I noticed this morning via N-TV (German commercial TV news)....that the new German Federal Interior Minister....Horst Seehofer....got into the news.
He made a comment or two via BILD (the national German newspaper) over one of his first acts as the new head of the Interior Ministry.....to develop a "master plan for faster asylum procedures and more consistent deportations".
Over the last couple of years, there have been efforts to run the deportation business as a national program. The reality is...currently, it's a state-by-state (16 total states in Germany) program. If you come up and fail on integration or do some stupid things....it really depends on the state you live and how quick they make the process.
Nationwide, I would suggest that roughly two-thirds of the German public simply shake their head over how the deportations are run, and the delay process. A bulk of the public want some federal process, and maybe one or two deportation centers to be run. The general idea talked about in public is that if you fail....some government guy is standing there and you pack up your bags to report to the deportation center. There, you'd be in some waiting game to ensure your old country would take you back.
The fact that most countries aren't interested in taking their folks back...particularly if there was a criminal record attached to the guy? This gets brought up and the question is then asked how long this waiting process might take. Years? Once you suggest that....the pro-asylum crowd get hyper because you can't force some guy into a two or three year compound-lifestyle.
Seehofer went on to talk about "zero tolerance of offenders". This is another trend with German society, in noting that a fair number of the drug sales crowd today in Germany....are migrants.
What'll happen with Seehofer and his aggressive view on the deportation business? To be honest, both the CDU and SPD are looking for a new solution to regain public trust and votes. Two state elections are slated for this year (Hessen and Bavaria). In both cases, they need to show some movement and changes, or the AfD picks up more votes.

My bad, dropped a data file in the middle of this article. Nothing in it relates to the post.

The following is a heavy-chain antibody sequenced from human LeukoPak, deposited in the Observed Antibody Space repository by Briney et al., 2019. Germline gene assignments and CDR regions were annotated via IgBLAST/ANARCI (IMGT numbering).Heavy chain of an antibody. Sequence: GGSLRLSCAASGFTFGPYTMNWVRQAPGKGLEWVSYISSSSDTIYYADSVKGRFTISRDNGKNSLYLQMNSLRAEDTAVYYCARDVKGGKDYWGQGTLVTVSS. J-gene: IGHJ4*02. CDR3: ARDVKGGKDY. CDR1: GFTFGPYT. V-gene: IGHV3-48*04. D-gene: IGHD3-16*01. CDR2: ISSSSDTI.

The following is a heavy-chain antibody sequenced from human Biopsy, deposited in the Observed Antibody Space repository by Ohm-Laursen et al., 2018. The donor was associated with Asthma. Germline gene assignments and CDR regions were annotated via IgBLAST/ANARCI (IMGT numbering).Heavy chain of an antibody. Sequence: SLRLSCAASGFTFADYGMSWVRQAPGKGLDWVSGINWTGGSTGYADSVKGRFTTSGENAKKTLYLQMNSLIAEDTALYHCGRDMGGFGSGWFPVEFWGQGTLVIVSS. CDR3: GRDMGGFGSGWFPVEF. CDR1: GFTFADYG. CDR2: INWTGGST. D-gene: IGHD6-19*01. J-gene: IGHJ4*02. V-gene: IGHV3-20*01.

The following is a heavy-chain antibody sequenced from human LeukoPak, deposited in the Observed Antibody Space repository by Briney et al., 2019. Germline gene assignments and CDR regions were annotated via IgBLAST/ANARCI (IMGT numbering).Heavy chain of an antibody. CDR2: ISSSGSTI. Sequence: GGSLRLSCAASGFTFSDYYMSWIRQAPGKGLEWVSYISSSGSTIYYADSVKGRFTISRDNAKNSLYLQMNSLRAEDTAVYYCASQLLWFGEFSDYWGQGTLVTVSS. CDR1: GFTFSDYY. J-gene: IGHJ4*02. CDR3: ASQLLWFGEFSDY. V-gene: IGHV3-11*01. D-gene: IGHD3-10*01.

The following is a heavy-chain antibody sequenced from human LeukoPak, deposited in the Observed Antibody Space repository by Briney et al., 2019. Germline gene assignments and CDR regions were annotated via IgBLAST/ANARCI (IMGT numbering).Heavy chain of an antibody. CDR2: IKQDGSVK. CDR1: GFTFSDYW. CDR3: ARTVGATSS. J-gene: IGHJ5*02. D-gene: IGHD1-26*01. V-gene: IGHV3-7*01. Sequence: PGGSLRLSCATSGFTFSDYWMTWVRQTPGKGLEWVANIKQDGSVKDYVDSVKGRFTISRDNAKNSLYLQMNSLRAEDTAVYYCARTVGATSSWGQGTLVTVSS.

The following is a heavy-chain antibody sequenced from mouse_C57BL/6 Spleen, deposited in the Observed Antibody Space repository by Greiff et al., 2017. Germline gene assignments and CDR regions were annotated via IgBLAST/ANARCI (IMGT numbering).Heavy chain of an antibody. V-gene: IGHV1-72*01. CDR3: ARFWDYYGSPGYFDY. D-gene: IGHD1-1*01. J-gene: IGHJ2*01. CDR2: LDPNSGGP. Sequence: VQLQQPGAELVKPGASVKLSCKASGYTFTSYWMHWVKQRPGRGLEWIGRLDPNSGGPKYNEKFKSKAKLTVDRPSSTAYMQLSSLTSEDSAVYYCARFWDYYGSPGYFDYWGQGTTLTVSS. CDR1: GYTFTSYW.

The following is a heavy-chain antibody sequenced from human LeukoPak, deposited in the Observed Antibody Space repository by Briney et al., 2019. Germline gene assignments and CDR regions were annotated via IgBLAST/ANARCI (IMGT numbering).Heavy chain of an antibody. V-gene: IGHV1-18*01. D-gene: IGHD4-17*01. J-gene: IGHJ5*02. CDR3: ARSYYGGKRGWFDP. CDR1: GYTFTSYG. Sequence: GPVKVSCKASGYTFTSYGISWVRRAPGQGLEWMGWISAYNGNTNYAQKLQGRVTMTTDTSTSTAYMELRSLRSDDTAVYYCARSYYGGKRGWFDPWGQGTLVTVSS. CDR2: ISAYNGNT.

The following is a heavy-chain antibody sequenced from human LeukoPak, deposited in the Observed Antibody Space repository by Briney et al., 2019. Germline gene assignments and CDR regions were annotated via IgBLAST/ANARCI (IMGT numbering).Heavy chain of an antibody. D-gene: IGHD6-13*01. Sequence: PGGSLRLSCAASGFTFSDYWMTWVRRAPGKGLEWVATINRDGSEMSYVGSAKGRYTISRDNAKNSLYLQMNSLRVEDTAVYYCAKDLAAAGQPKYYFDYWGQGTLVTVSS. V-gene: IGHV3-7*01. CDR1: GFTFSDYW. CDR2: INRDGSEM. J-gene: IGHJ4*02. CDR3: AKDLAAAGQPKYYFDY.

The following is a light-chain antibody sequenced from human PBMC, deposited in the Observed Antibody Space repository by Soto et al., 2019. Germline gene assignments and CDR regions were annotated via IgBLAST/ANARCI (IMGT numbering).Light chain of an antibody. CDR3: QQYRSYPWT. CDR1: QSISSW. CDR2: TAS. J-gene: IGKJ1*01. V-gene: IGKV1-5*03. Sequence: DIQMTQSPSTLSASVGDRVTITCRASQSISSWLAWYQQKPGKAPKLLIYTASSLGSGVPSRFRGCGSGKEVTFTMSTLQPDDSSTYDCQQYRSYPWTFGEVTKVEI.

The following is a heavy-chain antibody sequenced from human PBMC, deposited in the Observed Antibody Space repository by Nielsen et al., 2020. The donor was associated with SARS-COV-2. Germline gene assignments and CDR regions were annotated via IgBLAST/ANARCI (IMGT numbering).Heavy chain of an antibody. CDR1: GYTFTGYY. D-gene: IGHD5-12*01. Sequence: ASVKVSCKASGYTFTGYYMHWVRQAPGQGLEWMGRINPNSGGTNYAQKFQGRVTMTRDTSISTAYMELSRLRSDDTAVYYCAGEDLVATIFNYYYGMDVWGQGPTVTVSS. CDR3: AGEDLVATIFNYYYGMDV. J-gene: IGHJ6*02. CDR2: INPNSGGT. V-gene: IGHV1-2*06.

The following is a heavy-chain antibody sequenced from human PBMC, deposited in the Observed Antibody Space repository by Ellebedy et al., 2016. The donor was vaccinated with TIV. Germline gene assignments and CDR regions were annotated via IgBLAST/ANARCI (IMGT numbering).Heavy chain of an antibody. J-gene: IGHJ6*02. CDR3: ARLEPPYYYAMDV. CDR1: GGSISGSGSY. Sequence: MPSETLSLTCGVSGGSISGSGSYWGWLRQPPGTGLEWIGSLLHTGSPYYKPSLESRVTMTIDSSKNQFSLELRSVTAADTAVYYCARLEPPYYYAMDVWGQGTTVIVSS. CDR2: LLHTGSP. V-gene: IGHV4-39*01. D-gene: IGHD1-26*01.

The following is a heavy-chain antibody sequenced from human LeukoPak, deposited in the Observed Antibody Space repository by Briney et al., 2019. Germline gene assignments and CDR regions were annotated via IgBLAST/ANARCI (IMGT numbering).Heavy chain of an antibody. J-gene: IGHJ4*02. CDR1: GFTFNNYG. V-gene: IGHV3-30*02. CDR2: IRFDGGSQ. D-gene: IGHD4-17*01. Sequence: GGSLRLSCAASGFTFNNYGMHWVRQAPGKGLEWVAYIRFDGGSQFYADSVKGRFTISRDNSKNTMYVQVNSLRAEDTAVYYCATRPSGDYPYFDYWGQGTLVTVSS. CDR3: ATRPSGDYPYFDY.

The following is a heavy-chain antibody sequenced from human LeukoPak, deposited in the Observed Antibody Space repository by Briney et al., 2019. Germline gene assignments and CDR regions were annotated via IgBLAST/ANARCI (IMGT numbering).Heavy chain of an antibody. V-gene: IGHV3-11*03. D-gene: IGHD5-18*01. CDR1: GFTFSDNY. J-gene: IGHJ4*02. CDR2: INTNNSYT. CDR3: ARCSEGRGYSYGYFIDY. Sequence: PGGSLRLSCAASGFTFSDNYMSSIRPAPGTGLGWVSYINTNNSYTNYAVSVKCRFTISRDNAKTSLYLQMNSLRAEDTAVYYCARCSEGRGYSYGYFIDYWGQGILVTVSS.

Anger by the Linke Party and Greens? More than likely....yes. Both have shown a open view of stalling deportations.
In 2017, there were roughly 22,000 individuals deported out of Germany. At the end of 2017....the German authorities admitted in public statements that there are around 550,000 individuals in Germany on failed visa applications. The vast majority (probably nearing 99-percent) are involved in an appeals process and dragging this via the German court system (it was never designed to handle cases like this and in this high of a number).
Part of Seehofer's problem will be the failed visa applications and the appeals process. Some Germans believe the only way to fix this appeals process is to create a special court system that only hears immigration appeals, and that there are only limited ways to enter your appeal on the failed visa application. But to create this specialized court? Germans aren't known for speed on issues like this, and it could take two years to draft up the operational method, hire the folks, and get this up and running.
Even if the appeals problem was fixed.....then you come to the curious problem of getting the old country to accept the individual back. Most of the time, when you hear about these episodes of the 550,000....they don't relate to Iraq or Syrian folks. They relate more to North African folks who came in on the big 2014-2016 smuggler 'wave'.
Where all this goes? Frankly, Seehofer has an enormous task and I doubt if you see more than 40,000 folks deported in 2018.